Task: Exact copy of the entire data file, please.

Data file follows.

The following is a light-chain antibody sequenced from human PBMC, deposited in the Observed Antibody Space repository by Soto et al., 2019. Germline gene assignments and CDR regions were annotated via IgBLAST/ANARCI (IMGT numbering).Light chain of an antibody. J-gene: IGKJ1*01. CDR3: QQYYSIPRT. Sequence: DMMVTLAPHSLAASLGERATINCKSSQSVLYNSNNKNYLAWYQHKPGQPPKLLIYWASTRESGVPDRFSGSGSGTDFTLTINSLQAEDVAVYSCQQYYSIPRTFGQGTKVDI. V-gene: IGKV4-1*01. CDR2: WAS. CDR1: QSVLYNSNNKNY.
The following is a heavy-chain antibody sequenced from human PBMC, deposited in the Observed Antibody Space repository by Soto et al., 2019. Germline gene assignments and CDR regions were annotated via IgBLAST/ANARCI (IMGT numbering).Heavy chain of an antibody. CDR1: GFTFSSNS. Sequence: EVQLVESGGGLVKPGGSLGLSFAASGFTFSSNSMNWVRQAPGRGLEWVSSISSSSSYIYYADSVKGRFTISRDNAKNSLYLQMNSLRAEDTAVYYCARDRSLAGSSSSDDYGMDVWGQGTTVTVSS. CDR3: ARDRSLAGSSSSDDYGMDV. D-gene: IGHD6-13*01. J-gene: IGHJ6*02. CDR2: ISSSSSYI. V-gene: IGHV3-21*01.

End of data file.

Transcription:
The following is a light-chain antibody sequenced from human PBMC, deposited in the Observed Antibody Space repository by Soto et al., 2019. Germline gene assignments and CDR regions were annotated via IgBLAST/ANARCI (IMGT numbering).Light chain of an antibody. J-gene: IGKJ1*01. CDR3: QQYYSIPRT. Sequence: DMMVTLAPHSLAASLGERATINCKSSQSVLYNSNNKNYLAWYQHKPGQPPKLLIYWASTRESGVPDRFSGSGSGTDFTLTINSLQAEDVAVYSCQQYYSIPRTFGQGTKVDI. V-gene: IGKV4-1*01. CDR2: WAS. CDR1: QSVLYNSNNKNY.
The following is a heavy-chain antibody sequenced from human PBMC, deposited in the Observed Antibody Space repository by Soto et al., 2019. Germline gene assignments and CDR regions were annotated via IgBLAST/ANARCI (IMGT numbering).Heavy chain of an antibody. CDR1: GFTFSSNS. Sequence: EVQLVESGGGLVKPGGSLGLSFAASGFTFSSNSMNWVRQAPGRGLEWVSSISSSSSYIYYADSVKGRFTISRDNAKNSLYLQMNSLRAEDTAVYYCARDRSLAGSSSSDDYGMDVWGQGTTVTVSS. CDR3: ARDRSLAGSSSSDDYGMDV. D-gene: IGHD6-13*01. J-gene: IGHJ6*02. CDR2: ISSSSSYI. V-gene: IGHV3-21*01.